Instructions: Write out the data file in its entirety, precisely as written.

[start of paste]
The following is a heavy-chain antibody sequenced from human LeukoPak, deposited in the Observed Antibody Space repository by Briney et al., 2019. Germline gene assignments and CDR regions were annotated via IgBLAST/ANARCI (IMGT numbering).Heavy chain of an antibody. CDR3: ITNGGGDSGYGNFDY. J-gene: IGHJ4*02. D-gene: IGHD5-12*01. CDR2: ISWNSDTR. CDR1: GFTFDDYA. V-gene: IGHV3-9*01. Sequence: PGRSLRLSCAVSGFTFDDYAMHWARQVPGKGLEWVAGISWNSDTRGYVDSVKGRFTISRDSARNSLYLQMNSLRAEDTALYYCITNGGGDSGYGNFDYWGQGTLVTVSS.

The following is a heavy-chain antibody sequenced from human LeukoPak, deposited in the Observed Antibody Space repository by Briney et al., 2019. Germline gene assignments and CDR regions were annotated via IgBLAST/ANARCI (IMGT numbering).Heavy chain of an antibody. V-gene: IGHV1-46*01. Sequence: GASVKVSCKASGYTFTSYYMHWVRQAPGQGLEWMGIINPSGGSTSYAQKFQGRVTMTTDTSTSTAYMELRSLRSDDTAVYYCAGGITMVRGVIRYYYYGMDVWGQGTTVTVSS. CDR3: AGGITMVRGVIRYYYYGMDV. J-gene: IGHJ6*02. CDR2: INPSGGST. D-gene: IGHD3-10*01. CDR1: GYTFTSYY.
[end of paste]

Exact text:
The following is a heavy-chain antibody sequenced from human LeukoPak, deposited in the Observed Antibody Space repository by Briney et al., 2019. Germline gene assignments and CDR regions were annotated via IgBLAST/ANARCI (IMGT numbering).Heavy chain of an antibody. CDR3: ITNGGGDSGYGNFDY. J-gene: IGHJ4*02. D-gene: IGHD5-12*01. CDR2: ISWNSDTR. CDR1: GFTFDDYA. V-gene: IGHV3-9*01. Sequence: PGRSLRLSCAVSGFTFDDYAMHWARQVPGKGLEWVAGISWNSDTRGYVDSVKGRFTISRDSARNSLYLQMNSLRAEDTALYYCITNGGGDSGYGNFDYWGQGTLVTVSS.

The following is a heavy-chain antibody sequenced from human LeukoPak, deposited in the Observed Antibody Space repository by Briney et al., 2019. Germline gene assignments and CDR regions were annotated via IgBLAST/ANARCI (IMGT numbering).Heavy chain of an antibody. V-gene: IGHV1-46*01. Sequence: GASVKVSCKASGYTFTSYYMHWVRQAPGQGLEWMGIINPSGGSTSYAQKFQGRVTMTTDTSTSTAYMELRSLRSDDTAVYYCAGGITMVRGVIRYYYYGMDVWGQGTTVTVSS. CDR3: AGGITMVRGVIRYYYYGMDV. J-gene: IGHJ6*02. CDR2: INPSGGST. D-gene: IGHD3-10*01. CDR1: GYTFTSYY.